08 August 2009

The dangers of fiction

Reader, attend! whether thy soul
Soars Fancy's flights beyond the pole,
Or darkling grubs this earthly hole
In low pursuit;
Know, prudent, cautious, self-control
Is wisdom's root.
[Robert Burns]

Fantasy is fiction, and reality is something different. I've been telling you what angers me about vampire fiction, and now I will share why it is so dangerous.

"On 11 December 2002, 22-year-old Allan Menzies killed 21-year-old Thomas McKendrick in Fauldhouse, West Lothian, Scotland" (Pile 190). The two were childhood friends yet Menzies "bludgeoned Thomas McKendrick...about the head with a hammer and stabbed him 42 times" (Roberston). What could lead a young man to such a gruesome crime? Well, he blamed Akasha.

"Menzies told the courts that he was under instructions from the female vampire Akasha, a character in the Anne Rice novel (and film of the same name) Queen of the Damned" (Pile 190). "On the day of the killing...McKendrick had made an insulting, sexual remark about Akasha, the heroine of the film, and had asked: 'You don't really believe in vampires, do you?'" Menzies "told the jury" that Akasha "had been standing beside him in his kitchen when Mr McKendrick insulted her" (Robertson).

He asserted that the decision to defend Akasha's honor was easy because he had already "been 'ordered' to kill" a human so that he could become an immortal vampire (Robertson). "Menzies claimed" that Akasha had previously "visited him in his bedroom and promised him immortality if he killed people" (Judge).

After slaughtering his friend, Menzies "drank the blood of his victim and ate part of his head" (Robertson). He "then buried the body in a shallow grave" (Russo 64). After this "savage and merciless attack, involving gratuitous and sustained violence of a most horrific nature," he asserted that he was a "vampire and would be rewarded with immortality 'in the next life'" (Robertson).

This "man who claimed to be a vampire was branded an evil psychopath" and "he was jailed ...for the 'abominable' murder of a childhood friend" (Robertson). "During his trial, he declared he was now immortal and a vampire" (Pile 190). "The High Court in Edinburgh heard that Menzies had a sadistic trait and enjoyed violence. As a 14-year-old, he was given a three-year sentence for stabbing a fellow pupil in front of classmates." Furthermore, "Menzies was said to have a vivid fantasy life, involving Nazis, serial killers and vampires." Some psychologists blame aggravated schizophrenia for the strange and morbid hallucinations, but regardless Menzies was considered "an evil, violent and highly dangerous man" (Robertson). He was "sentenced to a minimum of 14 years" (Pile 190). In November of 2004, "Alan Menzies, the so-called 'vampire killer'," was "found dead in his cell at Shotts Prison. It is believed he took his own life" (Judge).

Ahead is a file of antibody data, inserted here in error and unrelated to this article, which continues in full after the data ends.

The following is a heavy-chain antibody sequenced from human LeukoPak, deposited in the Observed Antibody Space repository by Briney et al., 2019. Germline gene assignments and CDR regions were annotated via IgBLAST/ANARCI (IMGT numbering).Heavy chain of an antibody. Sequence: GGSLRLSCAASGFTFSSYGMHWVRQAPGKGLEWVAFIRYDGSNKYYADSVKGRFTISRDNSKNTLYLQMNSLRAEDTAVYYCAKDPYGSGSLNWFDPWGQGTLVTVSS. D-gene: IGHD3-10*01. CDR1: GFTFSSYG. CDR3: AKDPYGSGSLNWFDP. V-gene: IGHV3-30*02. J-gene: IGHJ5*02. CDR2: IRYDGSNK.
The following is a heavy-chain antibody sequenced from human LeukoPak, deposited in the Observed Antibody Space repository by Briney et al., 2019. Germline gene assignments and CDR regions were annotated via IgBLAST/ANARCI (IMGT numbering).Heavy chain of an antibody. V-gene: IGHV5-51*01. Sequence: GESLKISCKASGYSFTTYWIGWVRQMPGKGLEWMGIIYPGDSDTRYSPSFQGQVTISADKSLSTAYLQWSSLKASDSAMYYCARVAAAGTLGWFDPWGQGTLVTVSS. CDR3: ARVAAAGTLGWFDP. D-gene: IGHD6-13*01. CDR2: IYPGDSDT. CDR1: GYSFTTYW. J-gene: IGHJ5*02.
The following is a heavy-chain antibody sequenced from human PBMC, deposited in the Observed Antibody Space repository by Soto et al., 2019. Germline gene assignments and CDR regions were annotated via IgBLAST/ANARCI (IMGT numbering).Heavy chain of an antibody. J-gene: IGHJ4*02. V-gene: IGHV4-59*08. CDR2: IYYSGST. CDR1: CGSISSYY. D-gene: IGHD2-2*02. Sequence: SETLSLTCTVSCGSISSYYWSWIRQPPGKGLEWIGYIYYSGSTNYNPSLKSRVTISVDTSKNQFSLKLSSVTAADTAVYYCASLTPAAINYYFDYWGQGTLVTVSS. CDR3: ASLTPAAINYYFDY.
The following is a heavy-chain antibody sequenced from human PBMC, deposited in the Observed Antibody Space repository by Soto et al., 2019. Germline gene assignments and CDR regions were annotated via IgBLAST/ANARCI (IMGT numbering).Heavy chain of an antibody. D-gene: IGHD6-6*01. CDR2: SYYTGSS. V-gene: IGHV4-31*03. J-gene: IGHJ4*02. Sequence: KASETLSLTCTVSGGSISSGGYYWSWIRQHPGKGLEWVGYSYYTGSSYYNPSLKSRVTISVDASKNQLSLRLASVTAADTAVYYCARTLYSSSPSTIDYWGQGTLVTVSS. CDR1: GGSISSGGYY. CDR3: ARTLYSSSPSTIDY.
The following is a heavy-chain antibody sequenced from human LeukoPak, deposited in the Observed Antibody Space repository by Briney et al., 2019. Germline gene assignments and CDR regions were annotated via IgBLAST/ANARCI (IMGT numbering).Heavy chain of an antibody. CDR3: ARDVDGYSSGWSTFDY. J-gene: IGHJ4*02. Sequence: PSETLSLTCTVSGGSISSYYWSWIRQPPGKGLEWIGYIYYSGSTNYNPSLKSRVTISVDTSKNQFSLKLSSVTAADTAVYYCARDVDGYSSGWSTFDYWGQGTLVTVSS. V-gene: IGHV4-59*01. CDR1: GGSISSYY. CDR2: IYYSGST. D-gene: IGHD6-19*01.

Was Menzies mentally unstable? The answer is clear. Characters from fantasy novels do not appear in your bedroom to deliver sinister messages, and you cannot gain immortality by following orders...it's simply not possible.

Do not blame the authors, for they only write according to their readers' demands. Instead, remember that the books are stamped -fiction-, and that authors only write snippets of their wildest imaginations. And, if you happen to run across Lestat de Lioncourt in a dark alley, walk away slowly and check for Tom Cruise's latest whereabouts.



Burns, Robert. "A Bard's Epitaph."
Judge, Ben. 'Vampire killer' found dead in cell. News.scotsman.com. 15 November 2004
Pile, Steve. Real cities.
Roberston, John. "Vampire case man jailed for 18 years." News.scotsman.com. 09 October 2003.
Russo, Arlene. Vampire Nation.


  1. I remembering hearing about this incident! It is very tragic and sad. Anne Rice's books have about as much truth in them as Dr. Suess, and so, it is horrible that people who cannot tell reality from fantasy interpret badly written fiction for truth.

    As always, a great read!

  2. Well Lance, this is nothing new. People have been believing in many deities for centuries. Are any of them not fictitious? I hope not, but it's doubtful. People are more than willing to escape from reality.

  3. this sort of thinks happens all to often, i remember a case from florida were a group of kids killed a family for their blood, claiming the group leader was a vampire and needed the blood.

  4. This reminds me of the story of a man being bit by another man and how some people though that he was a zombie. The crazy guy was exhibiting zombie-like qualities. He was moaning and had his hands out in front of him, and he tackled the other guy to the ground and bit a chunk out of his arm then proceeded to eat it x.x